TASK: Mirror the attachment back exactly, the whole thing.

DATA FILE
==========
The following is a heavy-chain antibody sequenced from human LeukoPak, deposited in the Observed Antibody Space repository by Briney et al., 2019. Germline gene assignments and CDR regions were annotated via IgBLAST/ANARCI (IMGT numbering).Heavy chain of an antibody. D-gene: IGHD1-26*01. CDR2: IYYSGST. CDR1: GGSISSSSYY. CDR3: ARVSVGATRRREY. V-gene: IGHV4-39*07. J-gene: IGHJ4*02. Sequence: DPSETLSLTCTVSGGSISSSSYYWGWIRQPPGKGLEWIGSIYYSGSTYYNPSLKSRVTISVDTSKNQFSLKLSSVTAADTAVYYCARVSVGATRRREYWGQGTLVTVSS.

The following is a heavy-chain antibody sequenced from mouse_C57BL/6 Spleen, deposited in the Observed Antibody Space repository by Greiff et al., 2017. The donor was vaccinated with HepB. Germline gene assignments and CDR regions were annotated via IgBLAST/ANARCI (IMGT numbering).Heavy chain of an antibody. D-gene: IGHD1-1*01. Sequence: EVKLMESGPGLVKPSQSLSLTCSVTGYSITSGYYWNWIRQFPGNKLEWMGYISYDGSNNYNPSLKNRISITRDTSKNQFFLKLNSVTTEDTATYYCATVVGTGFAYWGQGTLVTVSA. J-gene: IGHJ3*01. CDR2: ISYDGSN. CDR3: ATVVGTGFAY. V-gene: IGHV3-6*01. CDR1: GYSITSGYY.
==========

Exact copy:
The following is a heavy-chain antibody sequenced from human LeukoPak, deposited in the Observed Antibody Space repository by Briney et al., 2019. Germline gene assignments and CDR regions were annotated via IgBLAST/ANARCI (IMGT numbering).Heavy chain of an antibody. D-gene: IGHD1-26*01. CDR2: IYYSGST. CDR1: GGSISSSSYY. CDR3: ARVSVGATRRREY. V-gene: IGHV4-39*07. J-gene: IGHJ4*02. Sequence: DPSETLSLTCTVSGGSISSSSYYWGWIRQPPGKGLEWIGSIYYSGSTYYNPSLKSRVTISVDTSKNQFSLKLSSVTAADTAVYYCARVSVGATRRREYWGQGTLVTVSS.

The following is a heavy-chain antibody sequenced from mouse_C57BL/6 Spleen, deposited in the Observed Antibody Space repository by Greiff et al., 2017. The donor was vaccinated with HepB. Germline gene assignments and CDR regions were annotated via IgBLAST/ANARCI (IMGT numbering).Heavy chain of an antibody. D-gene: IGHD1-1*01. Sequence: EVKLMESGPGLVKPSQSLSLTCSVTGYSITSGYYWNWIRQFPGNKLEWMGYISYDGSNNYNPSLKNRISITRDTSKNQFFLKLNSVTTEDTATYYCATVVGTGFAYWGQGTLVTVSA. J-gene: IGHJ3*01. CDR2: ISYDGSN. CDR3: ATVVGTGFAY. V-gene: IGHV3-6*01. CDR1: GYSITSGYY.